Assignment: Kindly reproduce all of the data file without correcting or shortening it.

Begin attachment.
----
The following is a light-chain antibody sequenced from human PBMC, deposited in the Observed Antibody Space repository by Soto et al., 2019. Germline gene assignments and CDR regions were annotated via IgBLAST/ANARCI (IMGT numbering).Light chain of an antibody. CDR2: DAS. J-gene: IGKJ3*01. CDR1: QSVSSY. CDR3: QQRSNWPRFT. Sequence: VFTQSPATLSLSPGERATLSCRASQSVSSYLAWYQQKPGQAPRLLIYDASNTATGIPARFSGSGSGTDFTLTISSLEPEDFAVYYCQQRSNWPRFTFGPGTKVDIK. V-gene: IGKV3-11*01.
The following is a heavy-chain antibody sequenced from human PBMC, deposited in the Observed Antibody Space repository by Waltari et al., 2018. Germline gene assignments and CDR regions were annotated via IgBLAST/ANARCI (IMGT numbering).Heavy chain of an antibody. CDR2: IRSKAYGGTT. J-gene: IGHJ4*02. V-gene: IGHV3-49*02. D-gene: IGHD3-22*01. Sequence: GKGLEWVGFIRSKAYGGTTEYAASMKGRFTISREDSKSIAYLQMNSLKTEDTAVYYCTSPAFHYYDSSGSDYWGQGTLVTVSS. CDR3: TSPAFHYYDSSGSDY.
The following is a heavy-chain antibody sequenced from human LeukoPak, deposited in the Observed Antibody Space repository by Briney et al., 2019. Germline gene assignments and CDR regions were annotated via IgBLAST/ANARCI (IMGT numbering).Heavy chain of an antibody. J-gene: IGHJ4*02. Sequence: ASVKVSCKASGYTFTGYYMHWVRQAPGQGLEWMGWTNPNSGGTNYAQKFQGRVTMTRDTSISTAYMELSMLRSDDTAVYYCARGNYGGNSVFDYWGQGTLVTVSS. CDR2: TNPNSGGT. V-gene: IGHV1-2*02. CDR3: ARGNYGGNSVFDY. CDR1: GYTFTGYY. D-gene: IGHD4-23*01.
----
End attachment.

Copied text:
The following is a light-chain antibody sequenced from human PBMC, deposited in the Observed Antibody Space repository by Soto et al., 2019. Germline gene assignments and CDR regions were annotated via IgBLAST/ANARCI (IMGT numbering).Light chain of an antibody. CDR2: DAS. J-gene: IGKJ3*01. CDR1: QSVSSY. CDR3: QQRSNWPRFT. Sequence: VFTQSPATLSLSPGERATLSCRASQSVSSYLAWYQQKPGQAPRLLIYDASNTATGIPARFSGSGSGTDFTLTISSLEPEDFAVYYCQQRSNWPRFTFGPGTKVDIK. V-gene: IGKV3-11*01.
The following is a heavy-chain antibody sequenced from human PBMC, deposited in the Observed Antibody Space repository by Waltari et al., 2018. Germline gene assignments and CDR regions were annotated via IgBLAST/ANARCI (IMGT numbering).Heavy chain of an antibody. CDR2: IRSKAYGGTT. J-gene: IGHJ4*02. V-gene: IGHV3-49*02. D-gene: IGHD3-22*01. Sequence: GKGLEWVGFIRSKAYGGTTEYAASMKGRFTISREDSKSIAYLQMNSLKTEDTAVYYCTSPAFHYYDSSGSDYWGQGTLVTVSS. CDR3: TSPAFHYYDSSGSDY.
The following is a heavy-chain antibody sequenced from human LeukoPak, deposited in the Observed Antibody Space repository by Briney et al., 2019. Germline gene assignments and CDR regions were annotated via IgBLAST/ANARCI (IMGT numbering).Heavy chain of an antibody. J-gene: IGHJ4*02. Sequence: ASVKVSCKASGYTFTGYYMHWVRQAPGQGLEWMGWTNPNSGGTNYAQKFQGRVTMTRDTSISTAYMELSMLRSDDTAVYYCARGNYGGNSVFDYWGQGTLVTVSS. CDR2: TNPNSGGT. V-gene: IGHV1-2*02. CDR3: ARGNYGGNSVFDY. CDR1: GYTFTGYY. D-gene: IGHD4-23*01.